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Tag archives for Genographic Project

Celebrate DNA Day with Genographic! Join, Search and Learn

Join us at National Geographic in wishing every past, current, and future Genographic Project participant a Happy DNA Day! Sixty-three years ago today a ground-breaking paper was published that introduced us to the double helix and revealed the structure of DNA, catapulting forward the field of genetics. The scientific world never looked back. Eleven years…

Genographic Researchers in Australia Uncover Unique Branches of the Human Family Tree

by Amy Werner Are You Up on Geno Research Down Under? Genographic Project scientists in Melbourne, Australia have just published their exciting new finds from years of work across the vast southern continent. Detailed in a new paper in the American Journal of Physical Anthropology, Dr. Robert Mitchell, student Nano Nagle, and their team of…

Genographic Sets Sail to the Dominican Republic

‘The Dominican Republic has it all.’  That phrase is not just the slogan that tourists see when visiting the beautiful Caribbean nation, but it is also what a team of geneticists and anthropologists are hoping to show as they embark on a one-of-a-kind study across the eastern half of the island of Hispañola. Drs. Theodore…

Genographic Scientists Trace the Origins of Europe’s Roma

by Amy Werner The European Roma are the largest ethnic minority in Europe, numbering more than 10 million people dispersed across the continent. Roma groups have a distinct culture and language, different from their non-Roma neighbors, suggesting a common origin generally placed in South Asia. However, little is known about their deep history and the…

‘Geno 2.0: Next Generation’ Reveals New Details of Your Ancient Ancestry

Geno 2.0: Next Generation (Geno NextGen) is the next phase of the Genographic Project, National Geographic’s pioneering effort to decode the story of individuals’ deep ancestry hidden within their DNA. Geno NextGen builds on the success of Geno 2.0 by growing the analytical capabilities of the test and enhancing the participant Geno 2.0 experience. Here…

Genographic Project Participants Help Refine Human Family Tree

The Genographic Project recently released the most refined evolutionary tree of the human Y chromosome, which every male inherits directly from his father. The new Y tree was created in part through the help of the 300,000 male participants that have joined this one-of-a-kind project to trace their own ancestry and become citizen scientists. As more…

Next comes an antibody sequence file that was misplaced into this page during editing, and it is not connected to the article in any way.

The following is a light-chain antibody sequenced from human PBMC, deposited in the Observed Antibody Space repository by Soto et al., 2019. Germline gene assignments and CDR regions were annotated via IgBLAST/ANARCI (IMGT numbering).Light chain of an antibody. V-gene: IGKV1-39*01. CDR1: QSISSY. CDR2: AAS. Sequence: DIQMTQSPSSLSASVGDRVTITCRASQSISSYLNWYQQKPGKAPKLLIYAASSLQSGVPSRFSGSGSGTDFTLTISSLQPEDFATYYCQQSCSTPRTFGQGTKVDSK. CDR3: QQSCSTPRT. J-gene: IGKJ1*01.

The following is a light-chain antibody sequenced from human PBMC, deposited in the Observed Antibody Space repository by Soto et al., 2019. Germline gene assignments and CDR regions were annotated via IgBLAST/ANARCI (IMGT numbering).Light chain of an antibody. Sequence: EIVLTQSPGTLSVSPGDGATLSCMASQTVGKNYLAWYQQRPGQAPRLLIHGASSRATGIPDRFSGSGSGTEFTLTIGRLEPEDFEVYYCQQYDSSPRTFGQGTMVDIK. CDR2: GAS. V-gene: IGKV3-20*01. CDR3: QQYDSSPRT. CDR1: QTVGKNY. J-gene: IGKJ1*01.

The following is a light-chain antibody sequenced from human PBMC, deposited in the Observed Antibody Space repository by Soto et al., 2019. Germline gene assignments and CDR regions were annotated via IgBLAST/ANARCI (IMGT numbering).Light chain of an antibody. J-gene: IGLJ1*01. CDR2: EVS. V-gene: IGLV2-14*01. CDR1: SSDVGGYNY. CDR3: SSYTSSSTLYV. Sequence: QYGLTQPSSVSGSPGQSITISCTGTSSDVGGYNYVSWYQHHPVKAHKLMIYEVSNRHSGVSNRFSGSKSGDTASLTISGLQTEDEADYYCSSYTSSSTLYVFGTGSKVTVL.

The Genographic Project unveils the ancient ancestry of New Zealand, the world’s last settled islands

The Genographic Project results are in from 100 Kiwis (or New Zealanders). The results were revealed to an excited crowd of participants, which included New Zealand’s own Governor General Sir Jerry Mateparae. Background Earlier this year, a team from National Geographic’s Genographic Project was invited by the Allan Wilson Centre to North Island, New Zealand to shed…

Ancient DNA From Teenage Girl Shows Link Between Ancient and Modern Americans

Deep in the flooded underground caves of Hoyo Negro in Mexico’s Yucatan peninsula a team of archaeologists recently unearthed a treasure trove of prehistoric remains that included the oldest human skeleton found to date in the Americas.  Falling to her death, the nearly intact skeleton is that of a teenage girl affectionately nicknamed Naia. She…

Chickens and Dogs and Bears, Oh My (DNA)

Why did the chicken cross the road? We may never know. But since it did, and it carried its DNA, we can now say something about both chicken and human migration. Yes, using DNA to trace migration and history is not limited to just humans. A new paper on polar and brown bear DNA suggests…

Tracing New Zealanders’ Genetic History

The Genographic Project team continues their expedition to New Zealand, tracing the journeys of some of the island’s most ancient and most recent populations.

A Ngāi Tāmanuhiri Greeting From Muriwai, New Zealand

Greetings are different all over the world. We shake hands and say “nice to meet you” or sometimes just a wave across the room is sufficient. The Ngāi Tāmanuhiri, a New Zealand iwi or Maori community located across the bay from Gisborne, perform a spiritual greeting called a powhiri that includes singing, dancing and a…

The Genographic Team Goes to New Zealand

Kia ora, or Hello from Gisborne, a small city on the east coast of the North Island of New Zealand. Just west of the International date line, Gisborne claimed for years to be the first city in the world to see each new day’s sunrise, but for political reasons the title is now held by…

The Fine Tapestry of the Kaqchikel Women of Guatemala

See the artistry of Kaqchikel women’s weaving in Guatemala, and hear how maintaining this craft is helping keep culture and inspiration alive.

Ancient DNA from Montana Skeleton Holds Clues to Native American Ancestry

DNA from the skeleton of an ancient boy from Montana may just hold clues revealing who the first Native Americans were and where they came from. A recent paper in the journal Nature details the results from the 12,500-year-old infant boy’s genome. The boy, nicknamed Anzick-1 in reference to the owner of the land where…

Testing the Genetic Diversity of College Students in New York City

Two-hundred university students trudged through the snowy New York City streets to swab their cheeks and trace their ancient ancestry with the Genographic Project on Monday evening at the American Museum of Natural History. Students from over eight local Universities were given the unique opportunity to test their DNA with the Geno 2.0 DNA Ancestry…